AzMERIT is like an annual checkup – an important opportunity to find out how students are doing. Just as doctors check height and weight, teachers and parents use the test to check how students are performing in reading, writing and math.
Although testing is never fun, assessments can be effective tools to support your child’s learning. They can tell you and your child’s teacher if your child is on track to succeed or if he/she needs to spend additional time learning a topic.
Important Things Parents Need to Know
- Who takes the tests? Arizona students in public district and charter schools in third grade through high school take AzMERIT in reading, writing and math each spring. For high school students, these assessments are given at the end of their courses, similar to a final exam.
- Does my child have to pass AzMERIT to graduate from high school?Students are NOT required to pass the assessment for graduation. All students do need to pass a civics test for graduation.
- When will students take AzMERIT? The AzMERIT spring semester testing window for 2018 runs from April 2-27 for the computer-based tests and April 2-10 for the paper and pencil tests. Check with your school or child’s teacher for testing dates, times, and other specific test administration information.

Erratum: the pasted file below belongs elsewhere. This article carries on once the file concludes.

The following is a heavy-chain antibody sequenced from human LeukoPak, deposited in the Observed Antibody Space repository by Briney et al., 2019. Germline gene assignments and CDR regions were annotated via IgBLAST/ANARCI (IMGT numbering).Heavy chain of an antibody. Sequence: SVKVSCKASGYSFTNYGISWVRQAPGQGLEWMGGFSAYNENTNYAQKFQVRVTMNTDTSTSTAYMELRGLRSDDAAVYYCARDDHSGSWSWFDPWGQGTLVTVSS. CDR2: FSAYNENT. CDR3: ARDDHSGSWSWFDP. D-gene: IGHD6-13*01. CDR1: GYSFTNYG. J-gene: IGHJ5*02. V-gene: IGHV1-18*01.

- How will my child take the test?School districts and charter schools can choose to administer the assessment via pencil/paper or on a computer. Approximately 80% of schools and students across the state opted for the online, computer-based version of AzMERIT last year.
- Will my child’s information be protected?Your child’s test data is protected by a number of state and federal laws. Personal student data has never been, and never will be, shared with the federal government.
- When will the results be available? AzMERIT test results are typically released in the summer/early fall of the testing year.
- What are the benefits of AzMERIT? AzMERIT test results provide students with valuable information about how they are doing and if they are prepared for the next grade and eventually for college and career. Students should use the test as an opportunity to check on their progress without the anxiety of needing to pass to graduate.
Tips to Help Your Child
- You can support your child by learning about the skills being assessed on the test, as well as what sample questions might look like and talking with him about it.
- Set shared goals with your child’s teacher for what your child needs to know and be able to do during this school year. Use our grade by grade parent guides to see the key things your child should be learning this year.
- Check in regularly on your child’s progress to see where your child might need help. Use these questions to kick start the conversation with your child’s teachers.
- Help your child continue his learning at home with fun activities you can do together found in our grade by grade guides.
- Talk with your child about the assessment. Your conversations can help your child to not be afraid or anxious when taking the test this spring.
- If test scores look lower than you are used to, talk to your child’s teacher and work together to determine a plan to help your child improve.